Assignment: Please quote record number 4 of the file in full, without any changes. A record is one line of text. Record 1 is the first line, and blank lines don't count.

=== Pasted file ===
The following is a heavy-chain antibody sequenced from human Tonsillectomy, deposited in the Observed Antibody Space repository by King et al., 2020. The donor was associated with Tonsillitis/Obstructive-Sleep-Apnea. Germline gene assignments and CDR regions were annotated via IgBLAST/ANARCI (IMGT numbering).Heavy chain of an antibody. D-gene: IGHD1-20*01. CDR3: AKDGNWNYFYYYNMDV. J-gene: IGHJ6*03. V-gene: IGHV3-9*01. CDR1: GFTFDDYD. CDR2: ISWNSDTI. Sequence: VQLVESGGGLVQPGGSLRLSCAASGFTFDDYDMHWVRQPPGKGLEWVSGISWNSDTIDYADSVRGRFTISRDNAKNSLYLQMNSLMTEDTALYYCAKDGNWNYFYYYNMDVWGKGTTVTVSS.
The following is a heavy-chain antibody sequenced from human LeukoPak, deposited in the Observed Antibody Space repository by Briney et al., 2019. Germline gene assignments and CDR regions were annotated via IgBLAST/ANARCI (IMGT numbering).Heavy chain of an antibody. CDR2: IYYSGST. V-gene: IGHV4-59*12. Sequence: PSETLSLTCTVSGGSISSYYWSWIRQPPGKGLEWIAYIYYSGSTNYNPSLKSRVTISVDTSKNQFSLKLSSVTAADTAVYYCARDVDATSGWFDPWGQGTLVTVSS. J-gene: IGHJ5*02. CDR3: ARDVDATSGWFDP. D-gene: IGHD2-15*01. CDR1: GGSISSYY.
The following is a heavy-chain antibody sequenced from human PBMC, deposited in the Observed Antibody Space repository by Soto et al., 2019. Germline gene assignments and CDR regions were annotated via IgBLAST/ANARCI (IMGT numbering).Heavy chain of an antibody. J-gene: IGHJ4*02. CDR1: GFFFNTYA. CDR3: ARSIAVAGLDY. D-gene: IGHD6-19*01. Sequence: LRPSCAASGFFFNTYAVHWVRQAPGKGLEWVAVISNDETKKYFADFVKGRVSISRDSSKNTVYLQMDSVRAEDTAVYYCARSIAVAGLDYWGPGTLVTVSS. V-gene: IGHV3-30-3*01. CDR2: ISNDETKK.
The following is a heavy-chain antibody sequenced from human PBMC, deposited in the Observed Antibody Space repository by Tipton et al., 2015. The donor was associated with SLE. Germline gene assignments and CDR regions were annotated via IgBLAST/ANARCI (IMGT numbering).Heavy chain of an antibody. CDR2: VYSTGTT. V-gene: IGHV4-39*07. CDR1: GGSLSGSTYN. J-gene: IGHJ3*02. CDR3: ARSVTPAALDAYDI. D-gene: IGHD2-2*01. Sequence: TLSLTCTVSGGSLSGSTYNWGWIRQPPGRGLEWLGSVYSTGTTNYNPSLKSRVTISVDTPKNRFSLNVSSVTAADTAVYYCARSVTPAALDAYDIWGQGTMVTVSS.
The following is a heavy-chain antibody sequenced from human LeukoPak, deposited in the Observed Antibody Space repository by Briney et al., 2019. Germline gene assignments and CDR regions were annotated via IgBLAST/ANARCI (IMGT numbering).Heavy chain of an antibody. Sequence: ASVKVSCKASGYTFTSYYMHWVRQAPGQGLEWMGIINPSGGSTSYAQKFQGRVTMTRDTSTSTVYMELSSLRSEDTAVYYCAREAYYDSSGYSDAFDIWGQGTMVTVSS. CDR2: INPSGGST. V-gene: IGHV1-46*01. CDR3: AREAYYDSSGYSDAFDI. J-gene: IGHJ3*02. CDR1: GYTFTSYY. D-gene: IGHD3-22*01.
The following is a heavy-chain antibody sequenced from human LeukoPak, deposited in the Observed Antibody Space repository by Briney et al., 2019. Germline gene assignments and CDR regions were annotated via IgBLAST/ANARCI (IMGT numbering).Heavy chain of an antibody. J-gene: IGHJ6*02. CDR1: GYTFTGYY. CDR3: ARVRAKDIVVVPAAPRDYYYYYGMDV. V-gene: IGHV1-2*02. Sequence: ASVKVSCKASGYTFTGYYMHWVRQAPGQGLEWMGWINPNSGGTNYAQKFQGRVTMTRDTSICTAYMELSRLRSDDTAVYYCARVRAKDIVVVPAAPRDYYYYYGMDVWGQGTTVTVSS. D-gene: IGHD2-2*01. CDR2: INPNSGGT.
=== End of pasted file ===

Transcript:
The following is a heavy-chain antibody sequenced from human PBMC, deposited in the Observed Antibody Space repository by Tipton et al., 2015. The donor was associated with SLE. Germline gene assignments and CDR regions were annotated via IgBLAST/ANARCI (IMGT numbering).Heavy chain of an antibody. CDR2: VYSTGTT. V-gene: IGHV4-39*07. CDR1: GGSLSGSTYN. J-gene: IGHJ3*02. CDR3: ARSVTPAALDAYDI. D-gene: IGHD2-2*01. Sequence: TLSLTCTVSGGSLSGSTYNWGWIRQPPGRGLEWLGSVYSTGTTNYNPSLKSRVTISVDTPKNRFSLNVSSVTAADTAVYYCARSVTPAALDAYDIWGQGTMVTVSS.